Voice is the sound made by air passing from your lungs through your larynx, or voice box. In your larynx are your vocal cords, two bands of muscle that vibrate to make sound. For most of us, our voices play a big part in who we are, what we do and how we communicate. Like fingerprints, each person’s voice is unique. Many things we do can injure our vocal cords. Talking too much, screaming, constantly clearing your throat or smoking can make you hoarse. These can also lead to problems such as nodules, polyps and sores on the vocal cords.
Other causes of voice disorders include infections, upward movement of stomach acids into the throat, growths due to a virus, cancer and diseases that paralyze the vocal cords. Treatment for voice disorders varies depending on the cause. Most voice problems can be successfully treated when diagnosed early.
Also called: Dysphagia. If you have a swallowing disorder, you may have difficulty swallowing and may also have pain while swallowing. Some people may be completely unable to swallow or may have trouble swallowing liquids, foods or saliva. This makes it hard to eat. Often, it can be difficult to take in enough calories and fluids to nourish your body. Anyone can have a swallowing disorder, but it is more likely in the elderly. Swallowing problems often happen because of other conditions, including:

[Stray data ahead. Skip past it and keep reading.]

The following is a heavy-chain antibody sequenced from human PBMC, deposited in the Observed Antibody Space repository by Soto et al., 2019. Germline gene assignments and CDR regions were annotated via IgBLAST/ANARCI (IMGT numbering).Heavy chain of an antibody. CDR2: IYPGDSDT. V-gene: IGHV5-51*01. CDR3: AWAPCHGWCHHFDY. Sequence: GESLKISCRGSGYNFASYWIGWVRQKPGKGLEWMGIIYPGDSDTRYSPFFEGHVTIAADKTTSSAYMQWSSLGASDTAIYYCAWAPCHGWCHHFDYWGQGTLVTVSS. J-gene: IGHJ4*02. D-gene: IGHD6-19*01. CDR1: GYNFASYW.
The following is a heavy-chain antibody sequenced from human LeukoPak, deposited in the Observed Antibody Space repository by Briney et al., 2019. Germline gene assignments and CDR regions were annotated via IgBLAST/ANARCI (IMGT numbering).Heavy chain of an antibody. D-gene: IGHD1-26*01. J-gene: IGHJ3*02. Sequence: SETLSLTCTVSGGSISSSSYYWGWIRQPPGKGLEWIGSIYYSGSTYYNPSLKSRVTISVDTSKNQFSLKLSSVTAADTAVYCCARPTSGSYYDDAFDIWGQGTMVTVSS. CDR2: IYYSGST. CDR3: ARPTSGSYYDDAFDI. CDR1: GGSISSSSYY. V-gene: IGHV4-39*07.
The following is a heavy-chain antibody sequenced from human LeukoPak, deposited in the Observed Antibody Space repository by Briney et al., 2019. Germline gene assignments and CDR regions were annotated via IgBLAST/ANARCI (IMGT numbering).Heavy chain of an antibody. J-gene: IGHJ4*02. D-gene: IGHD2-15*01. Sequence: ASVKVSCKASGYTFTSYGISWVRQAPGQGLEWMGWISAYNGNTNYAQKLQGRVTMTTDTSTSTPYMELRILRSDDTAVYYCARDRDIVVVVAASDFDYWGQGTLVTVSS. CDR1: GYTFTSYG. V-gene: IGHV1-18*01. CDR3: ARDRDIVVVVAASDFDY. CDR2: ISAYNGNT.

Nervous system disorders, such as Parkinson’s disease and cerebral palsy Problems with your esophagus, including gastroesophageal reflux disease (GERD) Stroke Head or spinal cord injury Cancer of the head, neck, or esophagus Medicines can help some people, while others may need surgery. Manchester Ear, Nose & Throat provides swallowing evaluations by a licensed speech-language pathologist in our office. What causes hearing loss?